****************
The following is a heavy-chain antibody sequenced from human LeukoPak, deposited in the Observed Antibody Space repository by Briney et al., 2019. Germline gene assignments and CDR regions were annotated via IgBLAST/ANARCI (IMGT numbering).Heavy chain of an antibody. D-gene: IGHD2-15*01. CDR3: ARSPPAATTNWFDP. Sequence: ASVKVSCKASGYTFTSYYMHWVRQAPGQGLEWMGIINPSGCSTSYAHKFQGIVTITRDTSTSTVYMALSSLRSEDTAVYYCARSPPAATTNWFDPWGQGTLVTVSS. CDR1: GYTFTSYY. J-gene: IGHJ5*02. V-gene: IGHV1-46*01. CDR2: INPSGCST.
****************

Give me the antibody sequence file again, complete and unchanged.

The following is a heavy-chain antibody sequenced from human LeukoPak, deposited in the Observed Antibody Space repository by Briney et al., 2019. Germline gene assignments and CDR regions were annotated via IgBLAST/ANARCI (IMGT numbering).Heavy chain of an antibody. D-gene: IGHD2-15*01. CDR3: ARSPPAATTNWFDP. Sequence: ASVKVSCKASGYTFTSYYMHWVRQAPGQGLEWMGIINPSGCSTSYAHKFQGIVTITRDTSTSTVYMALSSLRSEDTAVYYCARSPPAATTNWFDPWGQGTLVTVSS. CDR1: GYTFTSYY. J-gene: IGHJ5*02. V-gene: IGHV1-46*01. CDR2: INPSGCST.